I immediately began hearing from what turns out to be an incipient industry out there of people who like this, who want to see this idea get airborne. And I discovered that there were people hoping to operate businesses to administer these things and funds to invest in ISA contracts. So away we went.

Do keep reading, it’s a fairly long article, but a very good one.

CPAC: Trump

I’m going to delay the Sunday Funnies, this week. Because I want you to watch America’s best comedian, America’s best cheerleader, and best of all America’s president, at CPAC, for a bit over 2 hours.

 

One of my British friends commented:

The CPAC speech today, by Donald Trump, is a must watch, much of it off script. Everything you would want from a speech. I cannot imagine any of the lamebrains in this country ever being able to do anything like this.

Well, he’s correct, but I can’t imagine many people anywhere who could do this. We got very lucky when Donald Trump decided to run.

And yes, there is an executive order coming that will deny federal funding and research to universities that do not protect free speech. Good.

And more and more, decent honest people all around the world, are seeing through the globalist and media (redundancy alert) deceit, and recognizing what we saw in 2016, a good basically decent man who loves America, and knows that generally what is good for Americans is good for the common people everywhere.

Puritans to the left of me

I’m not especially comfortable talking about social issues, so mostly I don’t. Although I do read about them, and sometimes comment elsewhere on them. A lot of leftists and mixed up folk have found out that I’m an orthodox Christian that way. Nor am I ashamed of it, its just that other people do a better job of talking about it. But sometimes it gets so egregious and silly, that I decide to talk about it as well. Like now. From William Murchison in The American Spectator.

[A]s Cole Porter slyly reminds us: “In olden days a glimpse of stocking/Was looked on as something shocking/Now heaven knows/Anything goes…”

Well, you know: depending on the state of Puritan politics at a given moment. The Puritan habit of scolding, and gazing sourly, on others for Improper Behavior is a human constant. And not just among long-faced conservatives, I beg to point out.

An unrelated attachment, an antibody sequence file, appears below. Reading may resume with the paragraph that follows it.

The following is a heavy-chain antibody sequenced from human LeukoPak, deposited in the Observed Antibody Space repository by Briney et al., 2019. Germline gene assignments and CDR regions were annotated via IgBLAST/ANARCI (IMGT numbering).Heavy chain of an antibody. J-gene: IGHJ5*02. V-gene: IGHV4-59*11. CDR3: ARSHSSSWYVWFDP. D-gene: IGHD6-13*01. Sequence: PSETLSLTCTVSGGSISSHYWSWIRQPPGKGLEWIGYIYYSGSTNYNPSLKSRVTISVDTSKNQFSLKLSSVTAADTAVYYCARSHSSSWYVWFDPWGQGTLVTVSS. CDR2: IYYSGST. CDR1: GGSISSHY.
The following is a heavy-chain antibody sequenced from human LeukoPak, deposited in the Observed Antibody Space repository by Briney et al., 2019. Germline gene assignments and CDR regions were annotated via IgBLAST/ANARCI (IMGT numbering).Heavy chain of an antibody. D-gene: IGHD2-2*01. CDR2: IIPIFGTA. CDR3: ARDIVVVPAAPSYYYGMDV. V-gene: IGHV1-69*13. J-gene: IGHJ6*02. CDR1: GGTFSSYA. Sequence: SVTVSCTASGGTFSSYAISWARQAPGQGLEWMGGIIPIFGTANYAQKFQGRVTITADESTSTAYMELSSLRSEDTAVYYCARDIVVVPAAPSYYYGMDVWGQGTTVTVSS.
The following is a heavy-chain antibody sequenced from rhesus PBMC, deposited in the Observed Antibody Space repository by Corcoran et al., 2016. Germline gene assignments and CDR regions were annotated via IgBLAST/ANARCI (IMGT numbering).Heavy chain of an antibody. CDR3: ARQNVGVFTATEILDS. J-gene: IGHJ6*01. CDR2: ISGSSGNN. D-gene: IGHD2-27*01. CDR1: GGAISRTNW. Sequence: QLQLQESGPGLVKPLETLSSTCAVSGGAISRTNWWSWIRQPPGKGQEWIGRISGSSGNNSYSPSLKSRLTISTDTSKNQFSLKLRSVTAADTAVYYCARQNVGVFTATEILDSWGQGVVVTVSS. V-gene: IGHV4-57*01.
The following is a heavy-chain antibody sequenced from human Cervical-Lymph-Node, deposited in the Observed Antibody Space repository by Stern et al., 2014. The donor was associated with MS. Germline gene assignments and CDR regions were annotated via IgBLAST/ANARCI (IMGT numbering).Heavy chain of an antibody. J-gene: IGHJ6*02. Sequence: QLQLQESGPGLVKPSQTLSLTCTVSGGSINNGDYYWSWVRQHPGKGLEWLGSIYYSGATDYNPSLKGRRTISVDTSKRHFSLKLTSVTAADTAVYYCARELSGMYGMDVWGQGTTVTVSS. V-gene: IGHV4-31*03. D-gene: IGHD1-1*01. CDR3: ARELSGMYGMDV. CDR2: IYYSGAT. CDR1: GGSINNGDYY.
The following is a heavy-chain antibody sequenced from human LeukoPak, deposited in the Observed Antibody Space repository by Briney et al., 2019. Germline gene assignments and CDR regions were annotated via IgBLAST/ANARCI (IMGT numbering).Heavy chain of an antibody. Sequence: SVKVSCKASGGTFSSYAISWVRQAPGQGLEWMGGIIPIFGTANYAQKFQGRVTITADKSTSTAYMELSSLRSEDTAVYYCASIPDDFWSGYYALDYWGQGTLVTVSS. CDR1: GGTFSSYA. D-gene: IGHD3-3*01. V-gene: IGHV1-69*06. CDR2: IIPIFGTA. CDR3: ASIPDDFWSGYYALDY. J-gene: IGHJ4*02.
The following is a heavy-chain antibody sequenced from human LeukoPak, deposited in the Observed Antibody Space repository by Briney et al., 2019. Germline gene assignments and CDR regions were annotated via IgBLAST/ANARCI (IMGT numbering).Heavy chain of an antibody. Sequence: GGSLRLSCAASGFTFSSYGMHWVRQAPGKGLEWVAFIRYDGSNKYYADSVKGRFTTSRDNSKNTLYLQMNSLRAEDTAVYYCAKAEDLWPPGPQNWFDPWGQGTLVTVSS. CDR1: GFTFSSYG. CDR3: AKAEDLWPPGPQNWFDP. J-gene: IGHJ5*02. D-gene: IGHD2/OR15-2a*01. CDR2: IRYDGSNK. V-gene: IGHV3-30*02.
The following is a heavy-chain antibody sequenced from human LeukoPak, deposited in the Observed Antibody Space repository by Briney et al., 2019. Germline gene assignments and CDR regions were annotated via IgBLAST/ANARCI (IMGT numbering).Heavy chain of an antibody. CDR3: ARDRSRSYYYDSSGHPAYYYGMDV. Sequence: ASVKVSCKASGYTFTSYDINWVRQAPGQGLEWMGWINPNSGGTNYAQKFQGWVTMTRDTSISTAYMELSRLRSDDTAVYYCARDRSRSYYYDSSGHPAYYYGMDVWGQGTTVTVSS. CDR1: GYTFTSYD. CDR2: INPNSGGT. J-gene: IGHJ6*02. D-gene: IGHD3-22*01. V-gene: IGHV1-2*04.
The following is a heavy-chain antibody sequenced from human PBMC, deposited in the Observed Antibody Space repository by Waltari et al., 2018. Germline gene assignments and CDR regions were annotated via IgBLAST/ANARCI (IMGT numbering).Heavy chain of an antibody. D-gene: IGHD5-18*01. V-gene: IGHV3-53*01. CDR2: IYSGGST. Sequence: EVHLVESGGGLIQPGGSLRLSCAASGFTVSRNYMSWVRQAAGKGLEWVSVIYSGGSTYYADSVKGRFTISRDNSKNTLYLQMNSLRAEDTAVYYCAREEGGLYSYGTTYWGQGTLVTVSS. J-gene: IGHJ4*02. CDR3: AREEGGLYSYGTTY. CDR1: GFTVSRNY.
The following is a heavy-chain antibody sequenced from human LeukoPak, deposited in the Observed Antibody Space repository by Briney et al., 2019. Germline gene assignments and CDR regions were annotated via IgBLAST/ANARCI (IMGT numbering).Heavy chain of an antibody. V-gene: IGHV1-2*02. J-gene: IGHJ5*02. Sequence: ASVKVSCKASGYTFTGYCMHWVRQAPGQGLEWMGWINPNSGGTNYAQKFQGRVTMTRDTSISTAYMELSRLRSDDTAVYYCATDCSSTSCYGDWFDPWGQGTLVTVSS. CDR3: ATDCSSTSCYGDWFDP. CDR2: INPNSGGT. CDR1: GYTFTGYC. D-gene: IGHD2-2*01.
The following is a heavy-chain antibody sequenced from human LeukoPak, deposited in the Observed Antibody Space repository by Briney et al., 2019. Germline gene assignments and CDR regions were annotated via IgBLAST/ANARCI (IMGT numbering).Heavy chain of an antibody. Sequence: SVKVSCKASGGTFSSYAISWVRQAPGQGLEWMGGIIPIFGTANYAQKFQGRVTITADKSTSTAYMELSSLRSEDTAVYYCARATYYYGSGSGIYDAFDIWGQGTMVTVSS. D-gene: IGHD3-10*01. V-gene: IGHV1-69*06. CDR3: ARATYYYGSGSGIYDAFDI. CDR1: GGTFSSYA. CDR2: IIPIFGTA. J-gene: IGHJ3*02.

Let us contemplate — if we have to, and I guess we do — the current attempt to deplore a non-Porter song written before most living Americans were born, having fun with a guy’s attempt to coax a girlfriend into staying put amid the warmth of his apartment. The song, of course, is Frank Loesser’s rollicking duet, “Baby, It’s Cold Outside,” written in 1944 as a Hollywood party act for Loesser and his wife; subsequently made famous, and Academy Awarded, in the movie Neptune’s Daughter. The song is a hoot: “I really can’t stay (But baby it’s cold outside)… My mother will start to worry (Beautiful, what’s your hurry)/My father will be pacing the floor (Listen to the fireplace roar)… But maybe just a half drink more…” And so on. No wonder we’ve been listening to it ever since Truman was president.

But wipe that smile from your face. Various “woke” folk launched an initially successful movement to ban “Baby” from the airwaves: their idea being, the song covers up bad male behavior, including date rape.

Which aside from being ridiculously judgemental, is very demeaning to the woman played by Esther Williams who does just fine standing up to Ricardo Montalban, not to mention the delightful reprise, where the roles are switched and Red Skelton becomes the pursued. When this first brewed up, I ran the video, you can find it here. It’s been covered by almost everyone and is a very fun number.

And that is the problem, increasingly the left is reminding me of H.L. Mencken’s comment, “Puritanism: The haunting fear that someone, somewhere, may be happy.” And that is increasingly the definition of the left.

Well, you know in some ways, I kind of like it. Used to be that us religious traddies had a reputation as blue-nosed, censorious, killjoys and to an extent it was true. But we were always more concerned about conduct and beliefs, we weren’t against fun (in modern times) we just had higher standards. We might tut-tut Montalban in the song for what he has in mind, but we can be very proud of Ester Williams for not succumbing. Yeah, that might be true, but it’s still bullshit, it’s very simply a very fun song with two (really four) appealing characters.

The moral understanding in “Baby” is that a morally educated girl has to watch out, and will. But life in the Truman era wasn’t a Stalinist indoctrination class. You could laugh and smile and yearn — man or woman — within the rule system, enjoying the richness of life. That privilege, seemingly, gets rarer and rarer as the Puritans and control freaks of the left shake scandalized forefingers.

Dumb? Put-upon? The women of pre-Weinstein times? They were smart in that most of them, most of the time, knew what was what and what to do about it — to the wonder of whoopee-wide-open modern folk.

Few, I trust, depreciate the awfulness of date-rape. But “Baby It’s Cold Outside” doesn’t celebrate violence and brutality. It celebrates the rituals of moral understanding that keep brutality at bay. It celebrates normal, everyday human relationships, carried on with devotion, decency, and, not least, a sense of humor.